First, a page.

Public screenings of a slasher film that features Winnie the Pooh were scrapped abruptly in Hong Kong on Tuesday, sparking discussions over increasing censorship in the city. Film distributor VII Pillars Entertainment announced on Facebook that the release of Winnie the Pooh: Blood and Honey on Thursday had been canceled with "great regret" in Hong Kong and neighboring Macao. The distributor told the AP it was notified by cinemas that they could not show the film as scheduled, but it didn't know why. The cinema chains involved did not reply to a request for comment. The movie was initially set to be shown in about 30 cinemas in Hong Kong, VII Pillars wrote last week.
For many residents, the Winnie the Pooh character is a playful taunt of China's President Xi Jinping. Chinese censors in the past had briefly banned social media searches for the bear in the country. The meme began with an image of Xi and Barack Obama in 2013, the BBC notes. In 2018, the film Christopher Robin, also featuring Winnie the Pooh, was reportedly denied a release in China. The film being pulled in Hong Kong has prompted concern on social media over the territory’s shrinking freedoms. The Office for Film, Newspaper, and Article Administration said it had approved the film and arrangements by local cinemas to screen approved films "are the commercial decisions of the cinemas concerned."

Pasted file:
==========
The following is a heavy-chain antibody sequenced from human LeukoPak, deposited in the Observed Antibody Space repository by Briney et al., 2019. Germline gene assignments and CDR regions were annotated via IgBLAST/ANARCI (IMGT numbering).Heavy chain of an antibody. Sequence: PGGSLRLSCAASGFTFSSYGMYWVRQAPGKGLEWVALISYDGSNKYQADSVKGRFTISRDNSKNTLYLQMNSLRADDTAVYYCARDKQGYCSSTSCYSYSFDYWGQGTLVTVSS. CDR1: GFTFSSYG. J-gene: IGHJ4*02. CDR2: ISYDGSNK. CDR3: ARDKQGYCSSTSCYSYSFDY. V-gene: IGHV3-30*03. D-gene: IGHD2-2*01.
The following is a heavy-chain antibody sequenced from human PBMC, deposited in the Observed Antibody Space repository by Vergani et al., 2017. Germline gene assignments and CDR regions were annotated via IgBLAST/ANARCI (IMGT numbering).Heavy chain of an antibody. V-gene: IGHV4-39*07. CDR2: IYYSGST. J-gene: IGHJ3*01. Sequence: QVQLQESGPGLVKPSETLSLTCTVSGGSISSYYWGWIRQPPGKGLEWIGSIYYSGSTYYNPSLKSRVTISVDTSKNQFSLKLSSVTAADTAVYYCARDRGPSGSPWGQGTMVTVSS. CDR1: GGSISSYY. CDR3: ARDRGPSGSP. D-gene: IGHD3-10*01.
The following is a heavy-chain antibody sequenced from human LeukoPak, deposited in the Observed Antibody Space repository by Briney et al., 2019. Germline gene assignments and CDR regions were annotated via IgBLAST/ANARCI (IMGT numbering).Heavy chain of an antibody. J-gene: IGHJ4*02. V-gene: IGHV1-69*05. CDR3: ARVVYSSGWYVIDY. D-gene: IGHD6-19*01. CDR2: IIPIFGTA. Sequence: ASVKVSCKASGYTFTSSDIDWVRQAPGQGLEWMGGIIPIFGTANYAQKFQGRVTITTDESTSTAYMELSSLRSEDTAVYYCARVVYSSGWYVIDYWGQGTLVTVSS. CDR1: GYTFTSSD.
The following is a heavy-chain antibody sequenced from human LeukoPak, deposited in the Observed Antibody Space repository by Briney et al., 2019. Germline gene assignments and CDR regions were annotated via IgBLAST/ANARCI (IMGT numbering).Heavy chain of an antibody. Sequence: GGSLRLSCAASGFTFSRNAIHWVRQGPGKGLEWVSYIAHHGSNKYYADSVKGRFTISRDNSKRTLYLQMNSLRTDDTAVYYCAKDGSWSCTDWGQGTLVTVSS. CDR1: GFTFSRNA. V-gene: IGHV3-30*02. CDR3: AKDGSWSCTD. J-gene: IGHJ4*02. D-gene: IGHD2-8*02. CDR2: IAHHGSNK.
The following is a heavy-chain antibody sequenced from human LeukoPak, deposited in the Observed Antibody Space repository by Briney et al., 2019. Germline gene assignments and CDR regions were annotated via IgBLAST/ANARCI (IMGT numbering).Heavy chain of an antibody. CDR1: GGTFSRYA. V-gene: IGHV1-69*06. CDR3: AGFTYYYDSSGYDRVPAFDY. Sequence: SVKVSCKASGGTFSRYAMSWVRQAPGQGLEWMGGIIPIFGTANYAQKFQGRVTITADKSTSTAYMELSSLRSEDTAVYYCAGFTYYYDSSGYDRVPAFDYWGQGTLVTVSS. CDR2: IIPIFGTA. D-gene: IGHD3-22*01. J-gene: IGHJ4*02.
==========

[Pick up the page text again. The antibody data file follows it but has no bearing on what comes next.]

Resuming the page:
Director Rhys Frake-Waterfield tells Reuters that "something mysterious" is behind the cancellations. "The cinemas agreed to show it, then all independently come to the same decision overnight. It won't be a coincidence," he says "They claim technical reasons but there is no technical reason. The film has showed in over 4,000 cinema screens worldwide. These 30+ screens in Hong Kong are the only ones with such issues." (Read more Hong Kong stories.)